IAAF, USA and Canada demand Russian athletes represent "no country" at Olympic games

Zenaan Harkness zen at freedbms.net
Tue Jul 19 16:29:22 PDT 2016

Further, direct from the Kremlin:


Statement in response to the report by the World Anti-Doping Agency
July 18, 2016

President of Russia Vladimir Putin: Recent events and the tense
atmosphere that has formed around international sport and the Olympic
movement involuntarily recall the situation in the early 1980s. Back
then, many Western countries, citing the deployment of Soviet troops in
Afghanistan, boycotted the Moscow Olympics. Four years later, the Soviet
Union retaliated by boycotting the Los Angeles Olympics, using the
pretext of an allegedly insufficient level of security for the Soviet
team. The result was that many Soviet and American athletes and athletes
from other countries were caught up in this campaign of reciprocal
boycotts and lost the chance to add their names to world sporting
history. Their years of long and hard effort and training were in vain.
In short, people had their dreams broken and became hostages of
political confrontation. The Olympic movement found itself in a serious
crisis and faced divisions within. Later, some of the political figures
of that era on both sides admitted that this had been a mistake.

Today, we see a dangerous return to this policy of letting politics
interfere with sport. Yes, this intervention takes different forms
today, but the essence remains the same; to make sport an instrument for
geopolitical pressure and use it to form a negative image of countries
and peoples. The Olympic movement, which is a tremendous force for
uniting humanity, once again could find itself on the brink of division.

Today, so-called ‘doping scandals’ are the method used, attempts to
apply sanctions for detected cases of doping to all athletes, including
those who are ‘clean’, supposedly to protect their interests. But unlike
in the 1980s, athletes undergo very strict and comprehensive anti-doping
tests during competition and during the entire training process. Over
the last 6 months, all Russian athletes have undergone anti-doping tests
on WADA’s recommendations, with the tests overseen by the UK Anti-Doping
Agency and other anti-doping laboratories abroad.

The accusations against Russia’s athletes are based on information given
by one single person, an individual with a notorious reputation.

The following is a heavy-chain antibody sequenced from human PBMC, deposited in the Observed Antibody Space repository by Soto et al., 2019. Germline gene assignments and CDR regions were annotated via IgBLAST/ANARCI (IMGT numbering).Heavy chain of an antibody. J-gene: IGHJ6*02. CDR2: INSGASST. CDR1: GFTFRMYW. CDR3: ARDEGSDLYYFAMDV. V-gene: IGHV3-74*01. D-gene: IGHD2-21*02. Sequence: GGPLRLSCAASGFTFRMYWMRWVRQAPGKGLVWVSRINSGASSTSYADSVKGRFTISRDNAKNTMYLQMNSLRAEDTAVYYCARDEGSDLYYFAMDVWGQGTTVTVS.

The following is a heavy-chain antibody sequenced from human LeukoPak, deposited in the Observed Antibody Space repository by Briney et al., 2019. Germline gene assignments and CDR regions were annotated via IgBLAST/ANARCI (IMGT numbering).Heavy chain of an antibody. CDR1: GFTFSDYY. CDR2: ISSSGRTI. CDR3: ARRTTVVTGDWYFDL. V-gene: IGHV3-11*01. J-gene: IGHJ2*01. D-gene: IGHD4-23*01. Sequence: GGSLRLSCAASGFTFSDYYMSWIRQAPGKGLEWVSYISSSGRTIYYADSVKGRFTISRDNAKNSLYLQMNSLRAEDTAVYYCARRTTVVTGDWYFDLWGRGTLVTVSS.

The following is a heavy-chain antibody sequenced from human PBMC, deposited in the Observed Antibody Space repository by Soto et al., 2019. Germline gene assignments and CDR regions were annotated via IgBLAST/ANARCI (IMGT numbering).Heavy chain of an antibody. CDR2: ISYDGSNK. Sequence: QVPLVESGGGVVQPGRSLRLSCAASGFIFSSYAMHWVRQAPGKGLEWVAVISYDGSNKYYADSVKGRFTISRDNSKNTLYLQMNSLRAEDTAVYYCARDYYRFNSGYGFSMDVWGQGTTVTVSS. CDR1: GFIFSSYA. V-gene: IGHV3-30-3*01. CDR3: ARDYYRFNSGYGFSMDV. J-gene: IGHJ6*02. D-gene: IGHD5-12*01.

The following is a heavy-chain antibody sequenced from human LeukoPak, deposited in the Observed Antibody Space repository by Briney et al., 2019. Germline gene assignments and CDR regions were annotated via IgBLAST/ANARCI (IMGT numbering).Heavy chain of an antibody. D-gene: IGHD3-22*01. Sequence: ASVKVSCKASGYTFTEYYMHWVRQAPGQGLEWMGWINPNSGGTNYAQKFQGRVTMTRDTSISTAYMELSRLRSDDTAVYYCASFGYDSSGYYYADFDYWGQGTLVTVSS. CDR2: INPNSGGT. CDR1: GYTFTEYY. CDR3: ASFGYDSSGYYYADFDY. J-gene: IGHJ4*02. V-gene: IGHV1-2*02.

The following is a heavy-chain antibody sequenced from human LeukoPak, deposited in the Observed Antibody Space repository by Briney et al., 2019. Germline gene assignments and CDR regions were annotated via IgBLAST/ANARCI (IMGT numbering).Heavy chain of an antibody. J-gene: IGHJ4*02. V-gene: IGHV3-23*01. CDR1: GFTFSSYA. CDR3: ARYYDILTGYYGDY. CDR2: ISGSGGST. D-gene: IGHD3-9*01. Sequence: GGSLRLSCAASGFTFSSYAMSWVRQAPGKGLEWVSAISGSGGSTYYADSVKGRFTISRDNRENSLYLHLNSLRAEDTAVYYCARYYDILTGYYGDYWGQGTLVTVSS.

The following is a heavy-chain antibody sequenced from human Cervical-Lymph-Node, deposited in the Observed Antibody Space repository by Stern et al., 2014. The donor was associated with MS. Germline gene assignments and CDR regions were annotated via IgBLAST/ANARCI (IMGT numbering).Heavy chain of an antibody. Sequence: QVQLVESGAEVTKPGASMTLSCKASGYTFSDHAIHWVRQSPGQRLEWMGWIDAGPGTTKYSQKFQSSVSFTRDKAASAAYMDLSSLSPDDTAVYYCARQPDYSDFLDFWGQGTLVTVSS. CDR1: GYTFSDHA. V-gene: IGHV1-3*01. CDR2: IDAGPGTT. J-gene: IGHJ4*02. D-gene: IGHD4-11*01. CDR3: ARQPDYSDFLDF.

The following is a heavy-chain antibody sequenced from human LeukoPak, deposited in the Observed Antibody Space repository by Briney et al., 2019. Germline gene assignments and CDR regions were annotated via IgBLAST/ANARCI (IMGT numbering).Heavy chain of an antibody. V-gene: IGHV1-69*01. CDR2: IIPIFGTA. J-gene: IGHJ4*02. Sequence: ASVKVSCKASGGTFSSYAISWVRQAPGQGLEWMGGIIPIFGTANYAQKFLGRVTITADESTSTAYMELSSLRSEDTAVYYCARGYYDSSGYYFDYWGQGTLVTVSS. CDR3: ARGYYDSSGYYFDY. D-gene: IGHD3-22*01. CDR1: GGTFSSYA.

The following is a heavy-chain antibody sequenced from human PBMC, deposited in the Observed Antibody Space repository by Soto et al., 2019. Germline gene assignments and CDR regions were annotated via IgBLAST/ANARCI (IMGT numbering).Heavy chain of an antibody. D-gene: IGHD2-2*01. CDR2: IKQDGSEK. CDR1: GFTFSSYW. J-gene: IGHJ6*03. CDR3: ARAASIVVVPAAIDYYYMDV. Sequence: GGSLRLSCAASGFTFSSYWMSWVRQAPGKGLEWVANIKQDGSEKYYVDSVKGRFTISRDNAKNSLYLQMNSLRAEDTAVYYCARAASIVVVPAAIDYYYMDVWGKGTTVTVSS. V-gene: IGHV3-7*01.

Criminal charges were opened against him in 2012 for violating
anti-doping laws, but there was not enough evidence against him at that
moment and the case was dropped. On June 17 this year, following his
allegations of involvement in using banned substances and information
from Russian athletes concerning extortion, a criminal case was reopened
against him in connection with the new circumstances that had come to
light. One of his close relatives, who used to work under his direction,
has already been convicted in Russia for illegal trade in anabolic
steroids. The question arises as to how much trust we can place in
arguments based solely on the allegations of people of this kind, and
how much weight can such allegations have.

The US Anti-Doping Agency (USADA) and several anti-doping agencies in
other countries, without waiting for the official publication of the
World Anti-Doping Agency’s commission, have hastened to demand that the
entire Russian team be banned from taking part in the Rio de Janeiro

What is behind this haste? Is it an attempt to create the needed media
atmosphere and apply pressure? We have the impression that the USADA
experts had access to what is an unpublished report at the very least,
and have set its tone and even its content themselves. If this is the
case, one country’s national organisation is again trying to dictate its
will to the entire world sports community.

The officials named in the commission's report as directly involved will
be temporarily removed from their posts until a full investigation is
complete. But to be able to make a final decision on these officials’
responsibility, we ask the WADA commission to provide fuller and more
objective fact-based information so that Russia’s law enforcement and
investigative agencies can use it in their investigation. We can
guarantee that their work will be seen through to its conclusion and
that all subsequent measures will be taken in full to prevent violation
of Russian law and ensure that our country fulfils its international

We have always taken the clear position that there is no place for
doping in sport. It endangers athletes’ health and lives and discredits
fair sporting competition. We are consistent in eliminating this
scourge, improve our national laws in this area, and cooperate openly
with the relevant international organisations and the International
Olympic Committee. We are unfailing in meeting our obligations.

Russia is well aware of the Olympic movement’s immense significance and
constructive force, and shares in full the Olympic movement’s values of
mutual respect, solidarity, fairness, and the spirit of friendship and

This is the only way to preserve the Olympic family’s unity and ensure
international sport’s development in the interest of bringing peoples
and cultures closer together. Russia is open to cooperation on achieving
these noble goals.

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